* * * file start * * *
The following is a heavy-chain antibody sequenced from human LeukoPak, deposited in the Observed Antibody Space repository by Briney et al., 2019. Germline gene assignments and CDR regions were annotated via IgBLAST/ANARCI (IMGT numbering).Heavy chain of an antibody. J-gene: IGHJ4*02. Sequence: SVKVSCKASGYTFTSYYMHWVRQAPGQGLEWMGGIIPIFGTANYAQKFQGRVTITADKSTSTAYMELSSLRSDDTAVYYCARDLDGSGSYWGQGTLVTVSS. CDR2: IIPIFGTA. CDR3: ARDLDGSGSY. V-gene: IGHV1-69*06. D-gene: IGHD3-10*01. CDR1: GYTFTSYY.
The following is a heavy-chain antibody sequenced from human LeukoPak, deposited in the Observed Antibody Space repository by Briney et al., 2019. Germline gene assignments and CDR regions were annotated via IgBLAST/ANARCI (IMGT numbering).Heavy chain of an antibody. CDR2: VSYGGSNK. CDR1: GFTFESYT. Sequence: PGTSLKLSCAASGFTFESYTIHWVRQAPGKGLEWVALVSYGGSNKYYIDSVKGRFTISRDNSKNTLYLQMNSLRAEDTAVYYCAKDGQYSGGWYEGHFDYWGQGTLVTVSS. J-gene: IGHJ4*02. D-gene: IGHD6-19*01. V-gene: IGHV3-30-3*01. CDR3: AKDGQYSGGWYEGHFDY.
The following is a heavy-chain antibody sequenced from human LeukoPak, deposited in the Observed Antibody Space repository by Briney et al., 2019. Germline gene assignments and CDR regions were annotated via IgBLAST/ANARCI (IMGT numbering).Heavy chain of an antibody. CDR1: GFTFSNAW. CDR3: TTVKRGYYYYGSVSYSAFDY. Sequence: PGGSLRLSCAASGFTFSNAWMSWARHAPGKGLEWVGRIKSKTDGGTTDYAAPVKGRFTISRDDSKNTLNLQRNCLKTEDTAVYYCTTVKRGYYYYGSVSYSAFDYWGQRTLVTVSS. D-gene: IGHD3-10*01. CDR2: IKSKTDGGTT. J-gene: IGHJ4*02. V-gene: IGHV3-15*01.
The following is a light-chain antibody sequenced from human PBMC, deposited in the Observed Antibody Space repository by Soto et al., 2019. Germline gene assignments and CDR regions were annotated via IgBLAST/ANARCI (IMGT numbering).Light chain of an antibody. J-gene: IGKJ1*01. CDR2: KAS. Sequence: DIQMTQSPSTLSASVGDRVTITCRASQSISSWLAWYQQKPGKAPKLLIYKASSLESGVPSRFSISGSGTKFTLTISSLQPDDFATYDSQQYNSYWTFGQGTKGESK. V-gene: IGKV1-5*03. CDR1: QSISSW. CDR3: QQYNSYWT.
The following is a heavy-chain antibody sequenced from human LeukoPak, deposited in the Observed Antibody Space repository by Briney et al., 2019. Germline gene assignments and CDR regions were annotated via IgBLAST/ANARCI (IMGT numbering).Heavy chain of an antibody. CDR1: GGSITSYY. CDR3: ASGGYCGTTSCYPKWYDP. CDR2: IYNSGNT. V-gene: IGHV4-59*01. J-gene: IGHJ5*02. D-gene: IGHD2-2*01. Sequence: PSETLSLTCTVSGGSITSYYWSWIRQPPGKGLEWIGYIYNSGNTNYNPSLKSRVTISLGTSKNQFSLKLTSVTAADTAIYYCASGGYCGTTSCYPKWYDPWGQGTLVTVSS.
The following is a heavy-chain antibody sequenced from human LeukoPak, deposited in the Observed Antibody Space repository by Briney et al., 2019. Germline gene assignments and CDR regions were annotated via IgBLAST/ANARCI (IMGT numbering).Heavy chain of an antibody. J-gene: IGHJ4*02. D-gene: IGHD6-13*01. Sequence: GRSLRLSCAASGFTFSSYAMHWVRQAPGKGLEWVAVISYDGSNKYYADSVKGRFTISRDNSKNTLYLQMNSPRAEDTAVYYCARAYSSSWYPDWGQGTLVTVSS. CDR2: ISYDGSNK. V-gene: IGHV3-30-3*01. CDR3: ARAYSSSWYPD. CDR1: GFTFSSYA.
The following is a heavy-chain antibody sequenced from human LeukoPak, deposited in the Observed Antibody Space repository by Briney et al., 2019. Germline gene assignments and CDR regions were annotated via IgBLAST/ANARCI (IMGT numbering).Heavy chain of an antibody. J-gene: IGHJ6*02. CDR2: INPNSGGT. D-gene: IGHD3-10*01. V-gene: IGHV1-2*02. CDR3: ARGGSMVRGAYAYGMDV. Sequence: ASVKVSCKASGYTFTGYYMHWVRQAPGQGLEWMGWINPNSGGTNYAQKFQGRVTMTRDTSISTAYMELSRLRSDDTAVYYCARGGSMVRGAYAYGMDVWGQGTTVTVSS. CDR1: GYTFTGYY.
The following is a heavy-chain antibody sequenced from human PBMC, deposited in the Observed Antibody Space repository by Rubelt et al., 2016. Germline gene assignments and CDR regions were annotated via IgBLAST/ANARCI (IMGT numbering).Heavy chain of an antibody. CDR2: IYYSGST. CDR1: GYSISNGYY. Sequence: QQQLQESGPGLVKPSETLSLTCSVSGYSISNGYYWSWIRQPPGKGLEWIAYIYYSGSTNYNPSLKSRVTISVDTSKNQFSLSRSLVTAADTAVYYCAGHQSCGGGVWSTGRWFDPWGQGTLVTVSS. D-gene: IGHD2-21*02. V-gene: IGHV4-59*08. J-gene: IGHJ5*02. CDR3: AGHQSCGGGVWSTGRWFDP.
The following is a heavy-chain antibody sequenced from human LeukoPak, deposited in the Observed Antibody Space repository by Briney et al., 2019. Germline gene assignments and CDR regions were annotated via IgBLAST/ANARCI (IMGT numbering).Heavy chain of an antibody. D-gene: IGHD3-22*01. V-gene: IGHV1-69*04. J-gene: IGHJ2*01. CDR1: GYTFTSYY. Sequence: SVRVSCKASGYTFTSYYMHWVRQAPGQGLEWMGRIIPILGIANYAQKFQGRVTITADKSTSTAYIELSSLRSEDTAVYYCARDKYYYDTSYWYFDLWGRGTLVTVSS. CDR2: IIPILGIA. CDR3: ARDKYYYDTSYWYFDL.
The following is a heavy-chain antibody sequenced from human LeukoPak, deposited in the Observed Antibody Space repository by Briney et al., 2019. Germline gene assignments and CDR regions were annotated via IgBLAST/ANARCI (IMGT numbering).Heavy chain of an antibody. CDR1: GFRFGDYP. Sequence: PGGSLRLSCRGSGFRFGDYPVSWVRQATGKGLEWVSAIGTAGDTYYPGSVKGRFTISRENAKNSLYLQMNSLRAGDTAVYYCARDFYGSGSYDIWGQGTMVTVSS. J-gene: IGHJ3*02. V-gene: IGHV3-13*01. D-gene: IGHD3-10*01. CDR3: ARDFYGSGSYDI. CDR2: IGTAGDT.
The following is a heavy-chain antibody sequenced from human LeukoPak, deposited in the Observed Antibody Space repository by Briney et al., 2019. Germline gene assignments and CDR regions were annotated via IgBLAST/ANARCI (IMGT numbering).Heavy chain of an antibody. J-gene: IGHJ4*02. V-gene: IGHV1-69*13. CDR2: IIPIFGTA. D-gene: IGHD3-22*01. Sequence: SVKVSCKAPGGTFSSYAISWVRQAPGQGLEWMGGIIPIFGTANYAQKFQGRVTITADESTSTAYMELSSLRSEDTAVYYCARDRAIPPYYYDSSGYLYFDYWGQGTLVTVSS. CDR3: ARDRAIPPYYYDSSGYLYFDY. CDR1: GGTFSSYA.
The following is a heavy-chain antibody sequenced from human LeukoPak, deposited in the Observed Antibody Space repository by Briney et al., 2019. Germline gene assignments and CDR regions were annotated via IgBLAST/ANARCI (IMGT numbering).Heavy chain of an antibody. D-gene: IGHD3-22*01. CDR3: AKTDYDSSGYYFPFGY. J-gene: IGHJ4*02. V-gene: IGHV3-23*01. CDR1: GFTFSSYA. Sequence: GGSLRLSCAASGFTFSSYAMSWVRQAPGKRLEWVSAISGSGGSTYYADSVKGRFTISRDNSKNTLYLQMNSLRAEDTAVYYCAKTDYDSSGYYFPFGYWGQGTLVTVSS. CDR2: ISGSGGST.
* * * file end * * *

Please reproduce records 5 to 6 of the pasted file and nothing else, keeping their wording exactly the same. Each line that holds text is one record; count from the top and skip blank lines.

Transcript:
The following is a heavy-chain antibody sequenced from human LeukoPak, deposited in the Observed Antibody Space repository by Briney et al., 2019. Germline gene assignments and CDR regions were annotated via IgBLAST/ANARCI (IMGT numbering).Heavy chain of an antibody. CDR1: GGSITSYY. CDR3: ASGGYCGTTSCYPKWYDP. CDR2: IYNSGNT. V-gene: IGHV4-59*01. J-gene: IGHJ5*02. D-gene: IGHD2-2*01. Sequence: PSETLSLTCTVSGGSITSYYWSWIRQPPGKGLEWIGYIYNSGNTNYNPSLKSRVTISLGTSKNQFSLKLTSVTAADTAIYYCASGGYCGTTSCYPKWYDPWGQGTLVTVSS.
The following is a heavy-chain antibody sequenced from human LeukoPak, deposited in the Observed Antibody Space repository by Briney et al., 2019. Germline gene assignments and CDR regions were annotated via IgBLAST/ANARCI (IMGT numbering).Heavy chain of an antibody. J-gene: IGHJ4*02. D-gene: IGHD6-13*01. Sequence: GRSLRLSCAASGFTFSSYAMHWVRQAPGKGLEWVAVISYDGSNKYYADSVKGRFTISRDNSKNTLYLQMNSPRAEDTAVYYCARAYSSSWYPDWGQGTLVTVSS. CDR2: ISYDGSNK. V-gene: IGHV3-30-3*01. CDR3: ARAYSSSWYPD. CDR1: GFTFSSYA.